Green Wizardry

Seven Sustainable Technologies


John Michael Greer – YouTube Playlist created by me


John Michael Greer books:

The Long Descent: A User’s Guide to the End of the Industrial Age, 2008

The Ecotechnic Future: Envisioning a Post-Peak World, 2009

The Wealth of Nature: Economics as if Survival Mattered, 2011

Apocalypse Not: Everything You Know About 2012, Nostradamus and the Rapture Is Wrong, 2011

Green Wizardry: Conservation, Solar Power, Organic Gardening, and Other Hands-On Skills From the Appropriate Tech Toolkit, 2013

Not the Future We Ordered: Peak Oil, Psychology, and the Myth of Progress, 2013

Decline and Fall: The End of Empire and the Future of Democracy in 21st Century America, 2014

After Progress: Reason and Religion at the End of the Industrial Age, 2015

Collapse Now and Avoid the Rush: The Best of The Archdruid Report, 2015

Dark Age America: Climate Change, Cultural Collapse, and the Hard Future Ahead, to be released Sept 2016


Other resources:

The End of Suburbia (52 minute documentary about Peak Oil and the work of Howard James Kunstler)

A Victorian lifestyle in the spotlight (Sarah and Gabriel Chrisman of Port Townsend, WA)


Other books:

Muddling Toward Frugality Paperback by Warren Johnson

Small Is Beautiful: Economics as if People Mattered by E. F. Schumacher

Limits to Growth: The 30-Year Update by Donella H. Meadows, Jorgen Randers, Dennis L. Meadows

Rainbook: Resources for Appropriate Technology by Lane deMoll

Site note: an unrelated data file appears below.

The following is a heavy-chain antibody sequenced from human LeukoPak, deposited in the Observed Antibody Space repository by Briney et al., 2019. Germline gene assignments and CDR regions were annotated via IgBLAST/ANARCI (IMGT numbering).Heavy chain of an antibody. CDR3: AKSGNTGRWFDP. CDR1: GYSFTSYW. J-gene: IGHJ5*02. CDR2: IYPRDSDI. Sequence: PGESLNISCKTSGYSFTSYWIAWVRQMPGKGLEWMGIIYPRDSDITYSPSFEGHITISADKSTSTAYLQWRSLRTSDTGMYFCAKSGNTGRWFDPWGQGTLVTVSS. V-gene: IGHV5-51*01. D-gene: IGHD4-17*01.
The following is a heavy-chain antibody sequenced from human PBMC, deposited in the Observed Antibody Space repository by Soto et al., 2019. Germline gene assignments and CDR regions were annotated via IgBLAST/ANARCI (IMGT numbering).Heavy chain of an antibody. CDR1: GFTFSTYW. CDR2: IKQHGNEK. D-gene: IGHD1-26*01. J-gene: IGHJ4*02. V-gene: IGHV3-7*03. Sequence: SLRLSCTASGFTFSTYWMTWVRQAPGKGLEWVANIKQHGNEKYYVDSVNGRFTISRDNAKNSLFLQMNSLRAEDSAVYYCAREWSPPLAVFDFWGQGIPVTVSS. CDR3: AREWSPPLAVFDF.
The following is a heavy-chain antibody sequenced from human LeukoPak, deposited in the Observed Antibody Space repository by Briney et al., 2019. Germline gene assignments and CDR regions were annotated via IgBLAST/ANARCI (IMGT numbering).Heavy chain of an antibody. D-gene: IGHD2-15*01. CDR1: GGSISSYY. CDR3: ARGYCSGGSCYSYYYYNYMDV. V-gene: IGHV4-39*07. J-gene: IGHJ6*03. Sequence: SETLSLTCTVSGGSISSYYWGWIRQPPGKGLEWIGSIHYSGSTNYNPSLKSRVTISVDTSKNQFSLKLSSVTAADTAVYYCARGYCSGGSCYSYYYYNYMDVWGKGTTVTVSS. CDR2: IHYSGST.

The Book of the New Alchemist by Nancy Jack Todd

Nostalgia and the Problems of the Past

I don’t recall where I first heard it, but there is an idea that all nostalgia is basically racism. As someone who indulges in various forms of what may be called nostalgia, I took this personally and had to ask myself some serious questions. I dress in neo-Victorian/Steampunk style with several groups of friends. I read a lot of “classics” – set in the 18th and 19th century. I am endlessly fascinated with ancient Rome and love to read about Roman religion and daily life. I listen mostly to classical music and opera, much of which was written over 100 years ago. And yes, I love “period dramas” in film and television with gorgeous costumes and sets from another era.

So yes, I was a bit touchy when many of my interests were all called racist.

A recent poll sparked some particularly topical versions of this question about nostalgia. This piece in the Washington Post by Janell Ross hit some of the themes that I am talking about. Another piece by Kali Holloway of Alternet hit many of the same themes.

The nostalgia part is a poll question asking if American culture had changed for the better or for the worse since the 1950’s. Around half of Americans, and 57% of white Americans believe that American culture has changed for the worse since the 1950’s.

Taken on its own, the ways in which American culture has changed are myriad, and some of these are definitely not for the better. I don’t personally think of the 1950’s as an ideal time by any means, but I can think of a number of ways in which our culture is worse.

Since the 1980’s, news sources no longer have a legal obligation to tell the truth, which has caused a proliferation of opinion sold as news and downright lies in the mass media. Our food culture is dependent on fast food, packaged food, and junk food – packed with sugar and sodium and lacking in many healthy nutrients. Americans cook very little and are not well informed about nutrition. Compared to the 1950’s, the last few decades have shown increasing violence in much of America. It has varied – spiking in the 1980’s, declining somewhat in the 1990’s, and increasing again in recent years.